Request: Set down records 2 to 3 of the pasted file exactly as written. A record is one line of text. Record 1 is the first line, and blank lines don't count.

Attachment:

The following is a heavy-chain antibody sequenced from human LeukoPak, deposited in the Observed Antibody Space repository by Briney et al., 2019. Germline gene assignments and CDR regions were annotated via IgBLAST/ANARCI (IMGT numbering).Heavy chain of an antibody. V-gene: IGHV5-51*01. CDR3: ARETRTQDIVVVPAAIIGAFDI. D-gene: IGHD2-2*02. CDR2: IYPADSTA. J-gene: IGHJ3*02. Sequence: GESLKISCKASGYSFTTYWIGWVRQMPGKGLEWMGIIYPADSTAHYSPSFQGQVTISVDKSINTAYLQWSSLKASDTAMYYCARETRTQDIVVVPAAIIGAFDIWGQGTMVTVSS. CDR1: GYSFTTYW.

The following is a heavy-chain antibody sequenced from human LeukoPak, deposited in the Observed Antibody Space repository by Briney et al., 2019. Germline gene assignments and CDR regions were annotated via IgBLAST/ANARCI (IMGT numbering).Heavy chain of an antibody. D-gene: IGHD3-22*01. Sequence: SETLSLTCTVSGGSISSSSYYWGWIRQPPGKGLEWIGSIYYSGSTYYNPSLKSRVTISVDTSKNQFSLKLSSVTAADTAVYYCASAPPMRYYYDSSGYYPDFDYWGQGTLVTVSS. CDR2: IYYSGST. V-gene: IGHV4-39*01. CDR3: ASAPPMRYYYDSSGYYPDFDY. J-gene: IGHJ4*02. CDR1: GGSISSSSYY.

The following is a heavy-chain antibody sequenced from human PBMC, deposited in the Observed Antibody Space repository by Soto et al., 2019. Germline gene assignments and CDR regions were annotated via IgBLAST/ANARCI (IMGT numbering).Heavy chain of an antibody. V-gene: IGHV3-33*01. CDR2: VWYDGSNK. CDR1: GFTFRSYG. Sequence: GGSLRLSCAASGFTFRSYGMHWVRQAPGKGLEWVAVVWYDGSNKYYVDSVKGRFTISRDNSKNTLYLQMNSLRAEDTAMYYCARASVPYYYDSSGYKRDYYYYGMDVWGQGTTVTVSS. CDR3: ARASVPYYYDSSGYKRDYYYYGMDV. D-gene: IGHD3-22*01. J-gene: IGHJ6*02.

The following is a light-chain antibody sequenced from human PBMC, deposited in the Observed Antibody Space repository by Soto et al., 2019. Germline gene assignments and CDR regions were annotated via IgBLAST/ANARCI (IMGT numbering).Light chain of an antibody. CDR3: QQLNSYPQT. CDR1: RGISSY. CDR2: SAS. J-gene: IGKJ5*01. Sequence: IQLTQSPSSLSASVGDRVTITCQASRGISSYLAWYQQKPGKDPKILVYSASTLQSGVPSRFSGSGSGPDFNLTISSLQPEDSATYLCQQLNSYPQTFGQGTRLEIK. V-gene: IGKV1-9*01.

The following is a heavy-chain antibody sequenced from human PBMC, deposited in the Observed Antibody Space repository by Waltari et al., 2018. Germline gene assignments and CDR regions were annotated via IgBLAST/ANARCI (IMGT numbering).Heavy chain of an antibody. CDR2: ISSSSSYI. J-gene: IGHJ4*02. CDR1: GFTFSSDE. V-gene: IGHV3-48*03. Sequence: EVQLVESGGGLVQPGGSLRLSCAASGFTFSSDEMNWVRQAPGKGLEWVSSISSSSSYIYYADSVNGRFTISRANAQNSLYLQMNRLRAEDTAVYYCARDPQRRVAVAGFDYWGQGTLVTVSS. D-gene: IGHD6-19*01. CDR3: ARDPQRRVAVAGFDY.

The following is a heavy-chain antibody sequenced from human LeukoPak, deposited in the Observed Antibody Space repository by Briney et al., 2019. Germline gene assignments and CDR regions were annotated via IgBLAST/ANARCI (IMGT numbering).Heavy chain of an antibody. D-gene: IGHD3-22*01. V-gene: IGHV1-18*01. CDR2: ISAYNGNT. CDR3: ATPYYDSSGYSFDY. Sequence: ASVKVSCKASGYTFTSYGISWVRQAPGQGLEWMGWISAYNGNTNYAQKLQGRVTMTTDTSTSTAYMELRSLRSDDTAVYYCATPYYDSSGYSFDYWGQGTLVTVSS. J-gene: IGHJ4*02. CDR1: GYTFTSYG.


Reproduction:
The following is a heavy-chain antibody sequenced from human LeukoPak, deposited in the Observed Antibody Space repository by Briney et al., 2019. Germline gene assignments and CDR regions were annotated via IgBLAST/ANARCI (IMGT numbering).Heavy chain of an antibody. D-gene: IGHD3-22*01. Sequence: SETLSLTCTVSGGSISSSSYYWGWIRQPPGKGLEWIGSIYYSGSTYYNPSLKSRVTISVDTSKNQFSLKLSSVTAADTAVYYCASAPPMRYYYDSSGYYPDFDYWGQGTLVTVSS. CDR2: IYYSGST. V-gene: IGHV4-39*01. CDR3: ASAPPMRYYYDSSGYYPDFDY. J-gene: IGHJ4*02. CDR1: GGSISSSSYY.

The following is a heavy-chain antibody sequenced from human PBMC, deposited in the Observed Antibody Space repository by Soto et al., 2019. Germline gene assignments and CDR regions were annotated via IgBLAST/ANARCI (IMGT numbering).Heavy chain of an antibody. V-gene: IGHV3-33*01. CDR2: VWYDGSNK. CDR1: GFTFRSYG. Sequence: GGSLRLSCAASGFTFRSYGMHWVRQAPGKGLEWVAVVWYDGSNKYYVDSVKGRFTISRDNSKNTLYLQMNSLRAEDTAMYYCARASVPYYYDSSGYKRDYYYYGMDVWGQGTTVTVSS. CDR3: ARASVPYYYDSSGYKRDYYYYGMDV. D-gene: IGHD3-22*01. J-gene: IGHJ6*02.